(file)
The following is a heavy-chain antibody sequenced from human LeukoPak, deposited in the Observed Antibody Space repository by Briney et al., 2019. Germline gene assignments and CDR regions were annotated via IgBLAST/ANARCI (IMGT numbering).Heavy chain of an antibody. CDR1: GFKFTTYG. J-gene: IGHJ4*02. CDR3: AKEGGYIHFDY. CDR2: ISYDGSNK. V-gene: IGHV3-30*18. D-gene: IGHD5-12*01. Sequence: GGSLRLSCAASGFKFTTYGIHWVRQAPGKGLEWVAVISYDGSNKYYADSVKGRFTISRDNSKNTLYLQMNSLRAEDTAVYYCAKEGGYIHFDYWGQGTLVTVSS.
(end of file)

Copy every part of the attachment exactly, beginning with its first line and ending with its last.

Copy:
The following is a heavy-chain antibody sequenced from human LeukoPak, deposited in the Observed Antibody Space repository by Briney et al., 2019. Germline gene assignments and CDR regions were annotated via IgBLAST/ANARCI (IMGT numbering).Heavy chain of an antibody. CDR1: GFKFTTYG. J-gene: IGHJ4*02. CDR3: AKEGGYIHFDY. CDR2: ISYDGSNK. V-gene: IGHV3-30*18. D-gene: IGHD5-12*01. Sequence: GGSLRLSCAASGFKFTTYGIHWVRQAPGKGLEWVAVISYDGSNKYYADSVKGRFTISRDNSKNTLYLQMNSLRAEDTAVYYCAKEGGYIHFDYWGQGTLVTVSS.